16. 16. Who is going smoke-free inMaine Public and Tribal Housing Breathe Easy, You’re Living in Maine: Authorities  100% of Maine‟s Public Housing Private developments Authorities (20 of 20) (subsidized and market-rate)  2/5 Tribal Housing Authorities “Mom and Pop” landlords  48% of all Maine Rental Housing Condominium associations (market rate and subsidized multi- unit housing) Behavioral health facilities Group homes and transitional housing developments Nursing and assisted living facilities
    17. 17. Why Are Property Owners Adopting 100% Smoke-Free Policies?• Fire Danger• Property Damage• Turnover savings• Insurance savings• Happier & healthier tenants• Liability• Tenants prefer smoke-free housing
    18. 18. Tenants want smoke-freehousing 7 out of 10 Maine MUH tenants would prefer to live in smoke-free housing. 43% would pay more to live in a smoke-free environment. Town/County % YES % NO Housing Authorities 76% 24% in Androscoggin Sanford Housing 71% 29% Authority Brunswick Housing 76% 24% Authority Total 74% 26%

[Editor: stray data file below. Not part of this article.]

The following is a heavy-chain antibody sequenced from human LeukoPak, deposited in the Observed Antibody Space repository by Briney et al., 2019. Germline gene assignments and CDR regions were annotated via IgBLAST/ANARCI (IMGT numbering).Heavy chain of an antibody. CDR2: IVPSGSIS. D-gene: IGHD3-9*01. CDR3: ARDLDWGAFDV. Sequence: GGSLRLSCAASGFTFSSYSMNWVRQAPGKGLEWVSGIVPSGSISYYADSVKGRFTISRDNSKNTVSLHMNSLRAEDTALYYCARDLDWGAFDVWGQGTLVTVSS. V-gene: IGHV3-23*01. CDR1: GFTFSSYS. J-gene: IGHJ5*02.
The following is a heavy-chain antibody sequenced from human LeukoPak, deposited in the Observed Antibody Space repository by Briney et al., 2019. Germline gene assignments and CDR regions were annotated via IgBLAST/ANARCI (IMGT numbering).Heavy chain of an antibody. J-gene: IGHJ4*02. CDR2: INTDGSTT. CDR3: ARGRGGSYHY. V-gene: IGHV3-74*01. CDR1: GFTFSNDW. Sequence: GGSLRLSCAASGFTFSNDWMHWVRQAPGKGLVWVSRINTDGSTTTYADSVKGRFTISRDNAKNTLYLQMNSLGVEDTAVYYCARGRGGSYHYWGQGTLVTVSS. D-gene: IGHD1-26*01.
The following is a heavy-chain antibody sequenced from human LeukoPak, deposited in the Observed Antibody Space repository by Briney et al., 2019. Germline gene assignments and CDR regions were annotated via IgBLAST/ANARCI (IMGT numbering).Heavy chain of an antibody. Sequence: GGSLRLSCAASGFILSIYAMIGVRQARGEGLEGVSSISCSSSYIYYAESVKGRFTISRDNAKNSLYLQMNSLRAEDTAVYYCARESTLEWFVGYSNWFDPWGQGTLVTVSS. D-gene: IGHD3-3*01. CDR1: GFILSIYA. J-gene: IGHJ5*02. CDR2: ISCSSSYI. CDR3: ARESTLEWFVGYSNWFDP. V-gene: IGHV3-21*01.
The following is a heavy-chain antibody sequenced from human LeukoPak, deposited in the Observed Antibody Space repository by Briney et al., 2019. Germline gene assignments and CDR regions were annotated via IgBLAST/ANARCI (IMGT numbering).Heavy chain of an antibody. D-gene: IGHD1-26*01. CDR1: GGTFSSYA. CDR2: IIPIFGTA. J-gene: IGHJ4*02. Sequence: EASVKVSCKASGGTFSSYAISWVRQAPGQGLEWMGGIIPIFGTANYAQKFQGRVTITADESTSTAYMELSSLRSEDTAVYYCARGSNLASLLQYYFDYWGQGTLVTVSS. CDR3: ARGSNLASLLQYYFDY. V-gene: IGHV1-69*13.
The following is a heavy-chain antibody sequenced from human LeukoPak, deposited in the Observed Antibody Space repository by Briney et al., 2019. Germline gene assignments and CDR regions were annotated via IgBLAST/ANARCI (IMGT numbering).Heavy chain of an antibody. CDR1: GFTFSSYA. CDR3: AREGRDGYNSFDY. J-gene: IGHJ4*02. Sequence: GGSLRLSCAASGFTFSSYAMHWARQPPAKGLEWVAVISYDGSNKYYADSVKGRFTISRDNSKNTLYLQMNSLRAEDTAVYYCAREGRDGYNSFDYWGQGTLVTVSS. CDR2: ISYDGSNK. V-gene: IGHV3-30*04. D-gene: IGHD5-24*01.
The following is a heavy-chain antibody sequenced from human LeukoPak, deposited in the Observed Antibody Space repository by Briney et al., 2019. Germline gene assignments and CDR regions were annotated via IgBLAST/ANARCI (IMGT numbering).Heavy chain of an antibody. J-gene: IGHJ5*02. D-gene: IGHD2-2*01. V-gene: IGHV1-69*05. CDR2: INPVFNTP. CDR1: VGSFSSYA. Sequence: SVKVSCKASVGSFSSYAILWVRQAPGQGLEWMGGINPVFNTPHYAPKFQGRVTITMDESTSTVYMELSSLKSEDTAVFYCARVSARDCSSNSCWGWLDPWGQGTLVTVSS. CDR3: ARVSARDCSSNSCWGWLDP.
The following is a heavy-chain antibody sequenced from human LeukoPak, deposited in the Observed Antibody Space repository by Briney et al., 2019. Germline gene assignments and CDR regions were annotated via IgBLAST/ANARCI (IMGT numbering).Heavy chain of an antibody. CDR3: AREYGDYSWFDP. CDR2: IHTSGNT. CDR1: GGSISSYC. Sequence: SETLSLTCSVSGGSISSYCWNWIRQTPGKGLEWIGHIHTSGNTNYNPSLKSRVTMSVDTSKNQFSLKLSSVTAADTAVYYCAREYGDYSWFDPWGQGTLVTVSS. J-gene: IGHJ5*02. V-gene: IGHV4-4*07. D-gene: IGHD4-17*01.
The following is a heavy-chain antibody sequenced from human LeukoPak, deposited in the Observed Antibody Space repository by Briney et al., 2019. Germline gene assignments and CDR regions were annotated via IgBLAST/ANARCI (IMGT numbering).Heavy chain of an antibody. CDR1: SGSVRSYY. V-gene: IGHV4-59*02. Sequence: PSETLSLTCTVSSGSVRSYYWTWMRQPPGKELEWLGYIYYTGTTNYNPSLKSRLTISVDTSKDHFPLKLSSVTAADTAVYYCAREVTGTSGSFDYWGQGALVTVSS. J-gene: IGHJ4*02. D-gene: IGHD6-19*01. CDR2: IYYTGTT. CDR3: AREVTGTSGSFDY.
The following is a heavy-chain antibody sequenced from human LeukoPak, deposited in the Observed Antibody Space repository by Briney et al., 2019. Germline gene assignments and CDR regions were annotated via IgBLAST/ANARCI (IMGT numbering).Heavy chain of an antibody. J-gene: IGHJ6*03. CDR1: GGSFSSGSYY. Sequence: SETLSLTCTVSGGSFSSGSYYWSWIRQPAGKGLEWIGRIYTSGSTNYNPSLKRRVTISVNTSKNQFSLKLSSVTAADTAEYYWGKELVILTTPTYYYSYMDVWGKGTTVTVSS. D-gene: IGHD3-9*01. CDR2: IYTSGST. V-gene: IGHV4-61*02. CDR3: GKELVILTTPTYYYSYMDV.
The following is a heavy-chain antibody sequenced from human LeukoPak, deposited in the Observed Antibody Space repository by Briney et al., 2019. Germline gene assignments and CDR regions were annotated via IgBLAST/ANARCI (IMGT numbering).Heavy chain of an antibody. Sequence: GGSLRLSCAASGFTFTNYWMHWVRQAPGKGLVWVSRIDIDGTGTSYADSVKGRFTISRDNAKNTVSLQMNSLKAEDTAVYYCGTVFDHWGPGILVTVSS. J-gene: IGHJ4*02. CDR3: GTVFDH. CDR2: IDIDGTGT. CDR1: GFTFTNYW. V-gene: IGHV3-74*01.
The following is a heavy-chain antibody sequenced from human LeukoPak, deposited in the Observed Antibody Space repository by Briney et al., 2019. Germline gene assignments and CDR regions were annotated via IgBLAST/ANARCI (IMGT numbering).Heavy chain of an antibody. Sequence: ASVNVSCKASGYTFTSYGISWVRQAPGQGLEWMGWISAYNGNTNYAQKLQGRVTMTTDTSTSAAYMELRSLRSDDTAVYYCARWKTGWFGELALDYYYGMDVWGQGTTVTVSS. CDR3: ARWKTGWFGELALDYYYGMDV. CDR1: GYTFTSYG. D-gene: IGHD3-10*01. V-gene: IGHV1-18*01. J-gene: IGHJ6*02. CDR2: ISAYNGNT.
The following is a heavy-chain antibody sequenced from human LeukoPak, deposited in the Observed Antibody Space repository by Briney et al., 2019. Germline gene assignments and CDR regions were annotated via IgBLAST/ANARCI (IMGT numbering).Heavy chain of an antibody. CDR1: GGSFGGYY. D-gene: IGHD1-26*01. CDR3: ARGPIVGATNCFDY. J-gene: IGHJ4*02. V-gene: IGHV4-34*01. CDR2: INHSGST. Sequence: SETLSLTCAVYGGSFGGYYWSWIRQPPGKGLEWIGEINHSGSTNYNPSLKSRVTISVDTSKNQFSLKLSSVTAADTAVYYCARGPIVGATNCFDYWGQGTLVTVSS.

19. 19. What Property Owners/ManagersNeed to KnowSmoke-free policies are healthy choices foryour building and tenants:  There is no risk-free level of exposure to secondhand smoke.  Upto 65% of air is exchanged between units – tobacco smoke toxins move with this air and can be harmful to the health of neighbors.  Smoking is the leading cause of residential fire death in Maine and the US.
    20. 20. Maine‟s Landlord DisclosureLaw An Act To Improve Awareness of Smoking Policies in Maine Rental Housing. Signed into Law by Gov. LePage on June 2nd and took effect on September 28th 2011. All property owners must notify tenants (or potential tenants) in writing, of whether smoking is allowed on the premises and if so, where. Full law language: 5th/chapters/PUBLIC199.asp
    21. 21. Disclosure Law Resources Disclosure Law FAQ Template disclosure form Template smoke-free lease addendums and policy language with disclosure statements Available to answer additional questions about the disclosure law Available at or by contacting the Coalition